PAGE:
Anglo Saxon threaded in pattern
Band completed 10/23/2002
What it is
This tablet woven band is woven using 18 tablets each with 4 strands of size 10 cotton crochet thread (a total of 72 threads) using the method described as “Pack Idling” by Peter Collingwood in The Techniques of Tablet Weaving using Thora Sharptooth’s threading sequence from her website (http://www.cs.vassar.edu/~capriest/saxontw.html). The final band wove up to just under 0.5 inches (~1cm). This pattern is naturally double sided. In essence with the pack idling method you are weaving two bands simultaneously which are attached at the selvedges and tied together by the common weft. The “back” of the bands is sandwiched in between the front and back bands and hidden from view. Because of the alternations, this band weaves up narrower and a little more dense than it normally would with only 18 cards.
Band is the same on front and back
Threading diagram for use in Gutram’s Tablet Weaving Thingy
This band is turned only in one direction using a technique Peter Collingwood calls “Pack idling”. Separate the cards into a pack made of even numbered cards and a pack made of odd numbered cards. Insert the first weft from left to right. Turn only the even cards, beat, and insert the next weft from right to left. Leave a little loop on the right-hand side of the weaving.
– Turn only the odd cards, beat, pull the last weft thread taut. Insert the next weft from left to right leaving a little loop on the left-hand side of the weaving.
– Turn only the even cards, beat, pull the last weft thread taut. Insert the next weft from right to left, leaving a little loop on the right-hand side of the weaving.
Alternate turning the packs alternately: even, odd, even, odd until the weaving reaches the desired length.
Since weaving this belt I have learned a method from Shelagh Lewins which will allow me to more easily release the twist build up allowing me to make a longer weaving. I have not yet tested this method.
Original band was found in St. John’s Cricket Field, Cambridge and resides in the Museum of Archaeology and Anthropology in Cambridge. This band was described by Grace Crowfoot in an article in 1951. The article states that the original was made of a bast fiber in blue, white and dark blue. The article describes the band as being “firmly adhered” to a strap end, embedded between the bars in the strap end.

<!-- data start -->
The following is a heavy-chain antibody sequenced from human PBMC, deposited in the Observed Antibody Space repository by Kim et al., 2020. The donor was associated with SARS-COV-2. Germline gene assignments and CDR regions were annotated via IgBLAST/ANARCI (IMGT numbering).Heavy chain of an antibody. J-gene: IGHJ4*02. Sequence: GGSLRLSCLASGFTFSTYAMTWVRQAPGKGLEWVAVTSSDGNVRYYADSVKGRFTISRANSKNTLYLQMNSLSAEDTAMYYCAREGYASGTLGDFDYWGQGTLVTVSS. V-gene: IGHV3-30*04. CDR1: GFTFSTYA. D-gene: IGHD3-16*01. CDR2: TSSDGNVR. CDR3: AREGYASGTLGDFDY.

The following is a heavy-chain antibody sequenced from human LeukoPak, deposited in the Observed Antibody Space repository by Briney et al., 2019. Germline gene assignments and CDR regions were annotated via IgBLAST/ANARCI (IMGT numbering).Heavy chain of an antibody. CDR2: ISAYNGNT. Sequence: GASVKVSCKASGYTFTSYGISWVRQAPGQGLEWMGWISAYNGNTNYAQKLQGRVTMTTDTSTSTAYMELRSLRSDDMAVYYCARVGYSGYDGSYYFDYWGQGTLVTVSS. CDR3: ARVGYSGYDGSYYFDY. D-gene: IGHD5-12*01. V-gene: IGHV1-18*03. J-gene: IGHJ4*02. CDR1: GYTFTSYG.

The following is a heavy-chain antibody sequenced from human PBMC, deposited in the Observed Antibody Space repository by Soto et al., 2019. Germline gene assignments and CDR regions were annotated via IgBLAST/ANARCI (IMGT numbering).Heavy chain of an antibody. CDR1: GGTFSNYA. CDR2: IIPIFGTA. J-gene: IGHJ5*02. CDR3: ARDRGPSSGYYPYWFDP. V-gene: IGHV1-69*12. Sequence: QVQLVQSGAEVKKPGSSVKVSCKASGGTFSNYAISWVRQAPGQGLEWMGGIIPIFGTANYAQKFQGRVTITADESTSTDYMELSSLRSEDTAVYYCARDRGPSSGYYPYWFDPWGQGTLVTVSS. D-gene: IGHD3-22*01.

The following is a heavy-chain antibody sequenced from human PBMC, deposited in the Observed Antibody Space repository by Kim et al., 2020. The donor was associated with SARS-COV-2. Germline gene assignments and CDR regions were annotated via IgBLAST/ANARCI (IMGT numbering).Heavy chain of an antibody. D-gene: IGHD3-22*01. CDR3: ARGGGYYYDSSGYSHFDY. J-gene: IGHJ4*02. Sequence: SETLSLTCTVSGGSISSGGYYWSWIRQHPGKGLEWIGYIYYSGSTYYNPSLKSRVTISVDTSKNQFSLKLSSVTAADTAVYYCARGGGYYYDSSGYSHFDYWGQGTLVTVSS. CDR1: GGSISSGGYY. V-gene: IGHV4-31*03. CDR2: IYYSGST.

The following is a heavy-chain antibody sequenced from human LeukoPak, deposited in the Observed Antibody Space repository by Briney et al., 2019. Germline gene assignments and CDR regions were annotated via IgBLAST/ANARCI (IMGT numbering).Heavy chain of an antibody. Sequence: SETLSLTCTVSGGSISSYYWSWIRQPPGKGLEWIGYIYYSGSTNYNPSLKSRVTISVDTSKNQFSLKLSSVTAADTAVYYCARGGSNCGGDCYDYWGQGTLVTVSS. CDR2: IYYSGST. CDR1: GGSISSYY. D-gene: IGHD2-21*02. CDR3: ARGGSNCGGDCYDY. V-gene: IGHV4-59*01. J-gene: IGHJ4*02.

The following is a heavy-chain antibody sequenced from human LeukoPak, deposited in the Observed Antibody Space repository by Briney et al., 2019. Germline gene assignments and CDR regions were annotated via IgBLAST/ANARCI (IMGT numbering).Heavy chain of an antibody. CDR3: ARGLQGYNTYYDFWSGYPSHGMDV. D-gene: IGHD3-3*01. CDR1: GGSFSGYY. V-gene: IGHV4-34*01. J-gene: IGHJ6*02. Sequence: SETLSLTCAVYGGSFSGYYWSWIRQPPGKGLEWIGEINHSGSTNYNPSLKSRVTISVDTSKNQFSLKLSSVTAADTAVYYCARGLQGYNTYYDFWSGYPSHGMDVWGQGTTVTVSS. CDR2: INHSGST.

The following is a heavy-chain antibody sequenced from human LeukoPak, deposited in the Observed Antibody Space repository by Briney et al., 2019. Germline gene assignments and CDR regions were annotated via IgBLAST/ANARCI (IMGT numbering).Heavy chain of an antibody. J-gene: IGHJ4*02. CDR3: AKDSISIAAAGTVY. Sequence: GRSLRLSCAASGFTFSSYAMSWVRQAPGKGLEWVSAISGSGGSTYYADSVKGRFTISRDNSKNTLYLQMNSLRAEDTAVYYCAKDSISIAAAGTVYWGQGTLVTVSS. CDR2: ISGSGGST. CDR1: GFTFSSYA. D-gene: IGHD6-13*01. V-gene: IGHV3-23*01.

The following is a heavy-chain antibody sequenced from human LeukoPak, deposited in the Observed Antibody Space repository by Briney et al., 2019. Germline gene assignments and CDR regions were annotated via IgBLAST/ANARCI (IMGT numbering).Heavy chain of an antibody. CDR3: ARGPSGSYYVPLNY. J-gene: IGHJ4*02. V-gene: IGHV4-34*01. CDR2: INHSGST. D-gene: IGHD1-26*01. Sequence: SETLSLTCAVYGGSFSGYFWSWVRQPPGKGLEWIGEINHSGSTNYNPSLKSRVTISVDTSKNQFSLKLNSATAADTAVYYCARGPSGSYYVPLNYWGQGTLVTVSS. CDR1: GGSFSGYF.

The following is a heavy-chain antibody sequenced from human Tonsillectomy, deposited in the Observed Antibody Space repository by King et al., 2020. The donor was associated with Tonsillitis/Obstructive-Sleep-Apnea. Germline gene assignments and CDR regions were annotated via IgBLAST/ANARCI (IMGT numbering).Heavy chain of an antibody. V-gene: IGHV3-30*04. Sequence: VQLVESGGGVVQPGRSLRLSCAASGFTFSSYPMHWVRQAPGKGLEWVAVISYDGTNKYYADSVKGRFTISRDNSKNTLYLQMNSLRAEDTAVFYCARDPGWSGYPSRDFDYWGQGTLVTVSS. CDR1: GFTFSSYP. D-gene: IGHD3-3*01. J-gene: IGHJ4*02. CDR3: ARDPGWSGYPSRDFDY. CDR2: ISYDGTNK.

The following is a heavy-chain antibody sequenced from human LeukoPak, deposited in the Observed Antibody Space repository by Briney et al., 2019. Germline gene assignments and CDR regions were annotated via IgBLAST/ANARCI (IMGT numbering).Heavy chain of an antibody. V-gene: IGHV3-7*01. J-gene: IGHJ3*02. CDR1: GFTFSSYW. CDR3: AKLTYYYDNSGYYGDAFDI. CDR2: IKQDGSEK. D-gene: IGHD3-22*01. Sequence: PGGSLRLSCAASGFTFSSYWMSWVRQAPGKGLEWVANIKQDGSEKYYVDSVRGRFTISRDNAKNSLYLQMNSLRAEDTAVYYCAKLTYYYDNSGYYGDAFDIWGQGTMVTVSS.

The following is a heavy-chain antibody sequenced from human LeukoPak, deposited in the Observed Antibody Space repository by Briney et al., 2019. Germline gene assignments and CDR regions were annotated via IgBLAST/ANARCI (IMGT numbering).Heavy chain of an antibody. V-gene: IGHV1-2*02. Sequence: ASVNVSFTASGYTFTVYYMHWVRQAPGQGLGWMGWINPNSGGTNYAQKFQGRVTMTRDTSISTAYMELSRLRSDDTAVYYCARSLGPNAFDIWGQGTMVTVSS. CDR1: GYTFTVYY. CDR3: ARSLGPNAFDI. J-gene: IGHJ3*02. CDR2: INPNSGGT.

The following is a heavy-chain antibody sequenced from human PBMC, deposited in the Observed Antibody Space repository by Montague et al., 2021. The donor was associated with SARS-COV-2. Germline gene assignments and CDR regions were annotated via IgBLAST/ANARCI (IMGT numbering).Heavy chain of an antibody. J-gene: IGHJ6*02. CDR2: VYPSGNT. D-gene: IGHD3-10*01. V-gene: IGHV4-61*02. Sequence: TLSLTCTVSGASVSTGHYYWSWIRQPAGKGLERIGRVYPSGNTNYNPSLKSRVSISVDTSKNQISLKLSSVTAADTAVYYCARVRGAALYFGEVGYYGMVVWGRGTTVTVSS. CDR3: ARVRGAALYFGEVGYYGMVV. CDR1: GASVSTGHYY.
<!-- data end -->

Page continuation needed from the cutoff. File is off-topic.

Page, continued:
The original article dated the find as being Saxon, late pagan, which would be around the fifth or sixth century A.D. More recently, because of the shape of the strap end and the lack of charring on the object (which was found in a cinerary urn) Penelope Walton Rogers disputes the dating of this piece and instead place it in the medieval period (Rogers, p. 125). Ms. Rogers further notes that “the technique of the patterned linen strap, with staggered rotation of the tablets, is a standard in late medieval linen girdles.” Finaly she notes that this is the only known example of a threaded-in band used as a belt in the Anglo-Saxon era.
Collingwood, Peter, The Techniques of Tablet Weaving. McMinnville: Robin & Russ Handweavers, Inc. (2002), p. 122.
Crowfoot, Grace. “Textiles of the Saxon Period in the Museum of Archaeology and Ethnology”. Proceedings of the Cambridge Antiquarian Society 44 (1951):26-32.
Lewins, Shelagh. “Anglo-Saxon Belt Weaving Instructions.” Shelagh’s Website. 2008. 8 October 2012. <http://www.shelaghlewins.com/tablet_weaving/saxon_belt/saxon_belt.htm>
Priest-Dorman, Carolyn, Pikestaff: The Arts and Sciences Issue (December 1990), reprinted at <http://www.cs.vassar.edu/~capriest/saxontw.html>.
Rogers, Penelope Walton, Cloth and Clothing in Early Anglo-Saxon England. York: Council for Brithish Archaeology. (2007), p. 125.
Anglo-Saxon Belt Weaving Instructions by Shelagh Lewins